Directional control of rapid arm movements: the role of the kinetic visual feedback system

Can J Exp Psychol. 1993 Dec;47(4):678-96. doi: 10.1037/h0078869.


Vision has long been considered as a single feedback system providing information about the static and the dynamic features of motor behaviors and of the environment where they take place. However, recent models for oculo-manual movements have included multi-channeling of visual cues (Goodale & Milner, 1992; Jeannerod, 1981; 1984; Paillard, 1980, 1982). According to Paillard's model, a kinetic system, mostly sensitive to dynamic cues, provides directional information of the movement in the rapid distance-covering phase, and a static system, highly sensitive to position cues, provides positional signal errors. The present experiment gives kinematic evidence for the significant contribution of vision during the initial phase of rapid pointing movements when this phase is under the control of the kinetic channel. Movements having directional requirements were more accurate (directional precision) when vision of the initial portion of the trajectory was available. Times-to-peak acceleration and velocity were all shorter and their respective amplitudes were generally higher when vision was available for the first third of the trajectory than when it was not. Further, vision of the entire trajectory did not yield better precision then when vision was available for the initial phase of the movements only. Overall, the data support the existence of two corrective visual feedback systems.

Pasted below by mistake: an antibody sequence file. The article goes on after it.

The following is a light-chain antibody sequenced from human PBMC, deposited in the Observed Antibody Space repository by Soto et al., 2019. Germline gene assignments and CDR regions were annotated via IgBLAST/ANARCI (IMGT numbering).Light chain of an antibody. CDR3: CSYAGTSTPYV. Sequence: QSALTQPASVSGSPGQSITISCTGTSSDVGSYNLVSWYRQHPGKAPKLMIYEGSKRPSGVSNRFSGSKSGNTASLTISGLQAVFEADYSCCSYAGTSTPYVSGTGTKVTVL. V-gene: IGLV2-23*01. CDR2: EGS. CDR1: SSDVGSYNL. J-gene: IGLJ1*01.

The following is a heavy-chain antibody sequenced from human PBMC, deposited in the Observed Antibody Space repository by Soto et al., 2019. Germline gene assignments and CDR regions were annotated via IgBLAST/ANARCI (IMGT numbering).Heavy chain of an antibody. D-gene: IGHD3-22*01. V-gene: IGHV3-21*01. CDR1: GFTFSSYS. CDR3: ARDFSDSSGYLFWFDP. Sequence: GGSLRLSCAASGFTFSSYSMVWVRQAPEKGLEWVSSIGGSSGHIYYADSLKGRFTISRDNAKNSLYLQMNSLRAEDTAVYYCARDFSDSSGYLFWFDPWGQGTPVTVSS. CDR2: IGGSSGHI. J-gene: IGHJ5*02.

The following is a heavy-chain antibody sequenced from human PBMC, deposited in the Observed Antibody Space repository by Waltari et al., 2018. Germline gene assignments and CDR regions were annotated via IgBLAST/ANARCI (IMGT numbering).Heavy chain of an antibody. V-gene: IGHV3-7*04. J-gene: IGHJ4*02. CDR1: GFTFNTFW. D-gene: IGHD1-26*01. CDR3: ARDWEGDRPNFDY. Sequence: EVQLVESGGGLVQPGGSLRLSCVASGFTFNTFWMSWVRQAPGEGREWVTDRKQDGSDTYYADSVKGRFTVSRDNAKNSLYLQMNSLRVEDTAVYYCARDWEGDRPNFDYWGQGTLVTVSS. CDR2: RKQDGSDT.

Publication types

  • Research Support, Non-U.S. Gov't

MeSH terms

  • Adult
  • Attention
  • Distance Perception
  • Feedback*
  • Female
  • Humans
  • Kinesthesis*
  • Male
  • Orientation*
  • Psychomotor Performance*
  • Reaction Time